“You can take the boy out of the Mission, but you can’t take the Mission out of the boy,” reminds one character to another in the Bratt brother’s tribute to life in the eponymous Latino neighborhood of San Francisco, the multi-ethnic metropolis in which they were born and raised. The film opens up with an affectionate pan of details of one of San Francisco’s most valuable treasures: her murals in the Mission. These vibrant wall paintings are a kind of shorthand introduction to the history, heroes, values and contemporary way of life in this rich district and of its colorful Aztec-descendent inhabitants.
Peter Bratt, who wrote the screenplay and directs his brother Benjamin, creates a microcosm of Chicano life: the striving to maintain family life as the soul of the community, the threat of gang violence, the dangers of excess machismo, homophobia, the gentrification of low-income neighborhoods, interracial relationships, class struggles, alcoholism, spousal abuse. Yet, given this multiplicity of themes, the film never feels overwhelming or moralizing. And it holds every character (even the ones who cause the most destruction and pain) in a circle of compassion. The strength and economy of the script and direction, the powerful performance by Bratt--and the entire ensemble cast--and the significance of the topic, assure La Mission a widely appreciative audience. It’s assured certain success in major urban centers as well as smaller towns across the country with large segments of Latino populations. But the humanity contained in this film reaches beyond solely Latino audiences and interests.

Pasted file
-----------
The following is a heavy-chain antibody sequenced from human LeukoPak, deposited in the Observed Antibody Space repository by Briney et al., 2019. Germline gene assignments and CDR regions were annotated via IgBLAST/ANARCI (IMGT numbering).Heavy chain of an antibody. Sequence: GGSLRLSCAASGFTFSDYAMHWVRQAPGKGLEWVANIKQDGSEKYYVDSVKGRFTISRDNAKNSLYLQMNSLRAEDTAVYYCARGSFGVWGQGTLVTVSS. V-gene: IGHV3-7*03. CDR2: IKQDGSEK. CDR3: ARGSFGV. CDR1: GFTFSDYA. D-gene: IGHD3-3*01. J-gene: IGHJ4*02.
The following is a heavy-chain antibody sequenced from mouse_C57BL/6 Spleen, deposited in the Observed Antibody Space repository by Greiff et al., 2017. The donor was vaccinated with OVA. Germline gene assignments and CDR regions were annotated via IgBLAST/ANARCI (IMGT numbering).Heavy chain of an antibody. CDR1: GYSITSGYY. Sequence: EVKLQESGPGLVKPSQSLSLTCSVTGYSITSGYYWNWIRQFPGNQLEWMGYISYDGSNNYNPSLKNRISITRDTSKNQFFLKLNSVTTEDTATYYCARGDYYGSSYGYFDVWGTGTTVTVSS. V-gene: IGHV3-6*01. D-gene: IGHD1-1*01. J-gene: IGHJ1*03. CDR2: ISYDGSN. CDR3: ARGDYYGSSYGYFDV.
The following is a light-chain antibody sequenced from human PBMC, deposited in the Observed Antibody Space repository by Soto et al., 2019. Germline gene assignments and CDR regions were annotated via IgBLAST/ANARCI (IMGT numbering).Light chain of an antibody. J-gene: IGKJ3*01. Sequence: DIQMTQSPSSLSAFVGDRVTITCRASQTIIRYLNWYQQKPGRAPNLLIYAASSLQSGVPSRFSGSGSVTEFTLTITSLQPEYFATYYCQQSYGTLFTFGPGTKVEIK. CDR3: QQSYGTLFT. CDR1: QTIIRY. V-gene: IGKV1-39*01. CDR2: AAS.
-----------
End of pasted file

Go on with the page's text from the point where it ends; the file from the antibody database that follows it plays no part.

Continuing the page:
La Mission revolves around Che Rivera (Bratt), an ex-con and recovering alcoholic, who drives a municipal bus, works passionately rebuilding and decorating lowrider cars and, since the death of his young wife many years before, devotes himself as both father and mother to his 17-year-old son, Jesse, a studious, steadfast, honorable young man (on his way to UCLA), who does his best to follow the straight-and-narrow, when many of his classmates endanger themselves and others with drugs and violence.
But Jesse carries a secret and, because of his high standing in the community and his intolerance for people who are different from him, Che (who may symbolize his namesake, another Latino hero) intimidates his son, which prevents Jesse from sharing his true self with his father. One night, Che finds several Polaroid photos showing Jesse in romantic poses with another man—a white man at that--taken at a gay club in the Castro. Che’s violence erupts in response to his son and he kicks the boy out on the street. A neighbor, Lena (Erika Alexander), an African American who works at a women’s shelter, at first quarrels with Che about his use of the sidewalk for repairing his cars, but soon a serious attraction develops between them, and she turns out to be a catalyst for Che’s redemption.
The veracity of the story, the believable dialogue and the utter likeability of La Mission ’s characters ensures the viewer’s emotional investment in the story: we care about these people--their sufferings, failings and triumphs--and we’re rooting for them.
Cast: Benjamin Bratt, Erika Alexander, Jeremy Ray Valdez, Jesse Borrego and Talisa Soto Bratt
Director/Screenwriter: Peter Bratt
Producers: Benjamin Bratt, Peter Bratt and Alpita Patel
Genre: Drama, some Spanish language
Running time: 117 min.
Release date: Unset